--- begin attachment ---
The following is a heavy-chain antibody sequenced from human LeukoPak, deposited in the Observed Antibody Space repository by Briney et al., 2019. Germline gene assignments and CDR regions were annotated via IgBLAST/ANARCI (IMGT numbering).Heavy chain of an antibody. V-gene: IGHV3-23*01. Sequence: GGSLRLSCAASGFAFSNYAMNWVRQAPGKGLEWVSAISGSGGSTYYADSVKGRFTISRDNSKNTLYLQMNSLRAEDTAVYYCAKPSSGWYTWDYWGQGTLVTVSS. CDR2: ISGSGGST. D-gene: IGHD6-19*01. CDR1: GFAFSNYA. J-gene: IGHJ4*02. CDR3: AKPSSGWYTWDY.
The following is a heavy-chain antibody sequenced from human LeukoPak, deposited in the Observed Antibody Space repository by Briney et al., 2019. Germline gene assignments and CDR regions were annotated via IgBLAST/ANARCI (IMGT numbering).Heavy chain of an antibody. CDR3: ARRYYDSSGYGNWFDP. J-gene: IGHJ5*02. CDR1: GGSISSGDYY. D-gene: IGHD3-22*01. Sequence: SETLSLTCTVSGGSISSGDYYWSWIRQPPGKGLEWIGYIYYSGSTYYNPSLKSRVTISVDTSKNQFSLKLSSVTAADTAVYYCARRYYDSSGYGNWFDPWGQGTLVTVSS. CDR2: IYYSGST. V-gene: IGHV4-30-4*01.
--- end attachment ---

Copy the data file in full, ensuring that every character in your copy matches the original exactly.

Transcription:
The following is a heavy-chain antibody sequenced from human LeukoPak, deposited in the Observed Antibody Space repository by Briney et al., 2019. Germline gene assignments and CDR regions were annotated via IgBLAST/ANARCI (IMGT numbering).Heavy chain of an antibody. V-gene: IGHV3-23*01. Sequence: GGSLRLSCAASGFAFSNYAMNWVRQAPGKGLEWVSAISGSGGSTYYADSVKGRFTISRDNSKNTLYLQMNSLRAEDTAVYYCAKPSSGWYTWDYWGQGTLVTVSS. CDR2: ISGSGGST. D-gene: IGHD6-19*01. CDR1: GFAFSNYA. J-gene: IGHJ4*02. CDR3: AKPSSGWYTWDY.
The following is a heavy-chain antibody sequenced from human LeukoPak, deposited in the Observed Antibody Space repository by Briney et al., 2019. Germline gene assignments and CDR regions were annotated via IgBLAST/ANARCI (IMGT numbering).Heavy chain of an antibody. CDR3: ARRYYDSSGYGNWFDP. J-gene: IGHJ5*02. CDR1: GGSISSGDYY. D-gene: IGHD3-22*01. Sequence: SETLSLTCTVSGGSISSGDYYWSWIRQPPGKGLEWIGYIYYSGSTYYNPSLKSRVTISVDTSKNQFSLKLSSVTAADTAVYYCARRYYDSSGYGNWFDPWGQGTLVTVSS. CDR2: IYYSGST. V-gene: IGHV4-30-4*01.